White-Tailed Deer (Odocoileus virginianus)
A typical white-tailed deer stands about 3ft at the shoulders. Their coats vary from grayish to reddish brown; fawns have white spots which fade as they mature. During most of the year, males have large antlers. These are shed in late winter and regrown by mid-spring. White-tailed deer are named for the white fur under their short tails, which they lift when they are startled.
White-tailed deer are very adaptable and can be found throughout most of the United States. They inhabit woodlands, swamps, brushland, and farmlands. They require both dense undergrowth in which to hide, and forest edges to browse from.
White-tailed deer are herbivores. They feed mainly on leaves, buds, and twigs of trees and shrubs, and will also consume nuts and fruits. These deer are able to stand on their hind legs to reach food sources above their heads.
During the breeding season in the late fall, males compete among themselves for access to the females. In the spring, the females give birth. Most females give birth to twins. The female hides her newborn fawns in the undergrowth for a few hours at a time while she forages. As the fawns grow, they begin to accompany her. The fawns are weaned between 4 and 6 months of age. Males disperse once they are a year old; females might stay with their mothers until they are two. White-tailed deer have a potential lifespan of over 20 years, but they usually live to be 2 or 3. In some areas, older deer are more common.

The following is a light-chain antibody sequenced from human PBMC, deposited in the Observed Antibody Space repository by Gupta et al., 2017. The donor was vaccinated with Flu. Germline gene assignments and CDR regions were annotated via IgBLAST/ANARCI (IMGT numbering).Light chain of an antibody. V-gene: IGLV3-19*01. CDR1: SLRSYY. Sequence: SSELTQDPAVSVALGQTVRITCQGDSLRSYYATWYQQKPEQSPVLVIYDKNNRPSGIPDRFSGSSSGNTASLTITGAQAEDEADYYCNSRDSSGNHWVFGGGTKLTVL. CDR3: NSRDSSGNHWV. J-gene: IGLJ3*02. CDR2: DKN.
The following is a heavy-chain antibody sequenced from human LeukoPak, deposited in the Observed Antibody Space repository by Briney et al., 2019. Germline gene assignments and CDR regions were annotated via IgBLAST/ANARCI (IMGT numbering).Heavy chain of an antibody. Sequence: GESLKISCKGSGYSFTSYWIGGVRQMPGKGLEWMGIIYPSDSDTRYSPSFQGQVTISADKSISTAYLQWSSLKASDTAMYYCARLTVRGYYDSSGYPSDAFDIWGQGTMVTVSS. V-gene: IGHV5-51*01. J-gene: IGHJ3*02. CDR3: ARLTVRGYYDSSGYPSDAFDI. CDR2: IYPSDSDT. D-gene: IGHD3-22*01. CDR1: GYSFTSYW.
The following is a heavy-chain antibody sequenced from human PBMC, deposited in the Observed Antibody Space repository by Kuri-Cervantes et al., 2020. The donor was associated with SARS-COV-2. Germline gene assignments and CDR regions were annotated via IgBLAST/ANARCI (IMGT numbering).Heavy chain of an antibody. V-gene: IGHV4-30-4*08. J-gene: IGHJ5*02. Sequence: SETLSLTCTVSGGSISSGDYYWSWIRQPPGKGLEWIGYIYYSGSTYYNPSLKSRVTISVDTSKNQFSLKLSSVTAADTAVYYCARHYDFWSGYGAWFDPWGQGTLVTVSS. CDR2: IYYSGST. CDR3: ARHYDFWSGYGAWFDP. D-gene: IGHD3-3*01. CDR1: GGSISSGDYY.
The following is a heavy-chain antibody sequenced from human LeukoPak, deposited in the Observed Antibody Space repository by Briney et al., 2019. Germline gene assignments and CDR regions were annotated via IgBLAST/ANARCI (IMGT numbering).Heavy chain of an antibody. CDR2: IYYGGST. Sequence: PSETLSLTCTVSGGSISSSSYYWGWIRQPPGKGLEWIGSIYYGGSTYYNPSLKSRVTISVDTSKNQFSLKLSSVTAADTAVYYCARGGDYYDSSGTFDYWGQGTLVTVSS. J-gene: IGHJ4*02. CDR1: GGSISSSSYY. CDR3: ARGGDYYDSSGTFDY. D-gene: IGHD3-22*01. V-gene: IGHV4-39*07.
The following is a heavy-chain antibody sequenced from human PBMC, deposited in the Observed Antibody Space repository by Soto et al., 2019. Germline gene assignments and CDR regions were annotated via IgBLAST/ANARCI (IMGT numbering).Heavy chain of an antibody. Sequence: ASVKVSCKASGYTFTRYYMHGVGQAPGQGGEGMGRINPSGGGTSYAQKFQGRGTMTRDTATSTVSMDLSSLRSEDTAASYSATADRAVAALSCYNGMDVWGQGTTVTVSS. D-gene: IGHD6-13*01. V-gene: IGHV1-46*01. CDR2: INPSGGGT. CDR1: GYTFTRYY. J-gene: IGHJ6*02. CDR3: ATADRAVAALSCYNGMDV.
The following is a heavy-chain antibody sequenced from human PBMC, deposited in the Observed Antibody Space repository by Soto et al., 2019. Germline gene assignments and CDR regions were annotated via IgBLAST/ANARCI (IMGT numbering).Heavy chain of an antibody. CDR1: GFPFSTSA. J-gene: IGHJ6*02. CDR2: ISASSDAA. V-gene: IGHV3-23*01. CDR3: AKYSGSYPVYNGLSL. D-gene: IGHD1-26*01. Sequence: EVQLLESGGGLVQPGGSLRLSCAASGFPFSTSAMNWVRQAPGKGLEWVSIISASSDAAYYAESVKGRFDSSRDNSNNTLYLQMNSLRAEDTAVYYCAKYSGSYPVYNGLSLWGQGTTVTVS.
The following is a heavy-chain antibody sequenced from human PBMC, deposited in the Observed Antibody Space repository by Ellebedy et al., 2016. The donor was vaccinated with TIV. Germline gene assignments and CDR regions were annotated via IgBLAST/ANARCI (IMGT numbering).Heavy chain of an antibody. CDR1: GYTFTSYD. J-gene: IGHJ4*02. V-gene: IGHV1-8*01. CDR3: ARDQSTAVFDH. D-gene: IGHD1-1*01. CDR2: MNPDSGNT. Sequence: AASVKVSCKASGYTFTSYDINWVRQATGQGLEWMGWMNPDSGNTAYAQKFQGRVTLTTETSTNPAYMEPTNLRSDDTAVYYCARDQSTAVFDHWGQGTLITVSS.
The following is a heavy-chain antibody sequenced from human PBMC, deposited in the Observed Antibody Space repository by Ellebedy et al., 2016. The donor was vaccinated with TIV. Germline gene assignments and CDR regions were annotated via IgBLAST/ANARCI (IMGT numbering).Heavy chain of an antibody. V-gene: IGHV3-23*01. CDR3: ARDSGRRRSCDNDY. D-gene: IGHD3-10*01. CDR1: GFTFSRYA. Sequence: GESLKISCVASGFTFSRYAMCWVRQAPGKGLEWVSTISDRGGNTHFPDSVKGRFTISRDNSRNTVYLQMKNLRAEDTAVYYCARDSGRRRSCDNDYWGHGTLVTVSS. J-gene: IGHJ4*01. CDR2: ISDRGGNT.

Fun Fact: White-tailed deer can run at speeds up to 35 mph, and are capable of jumping obstacles over 8 feet high.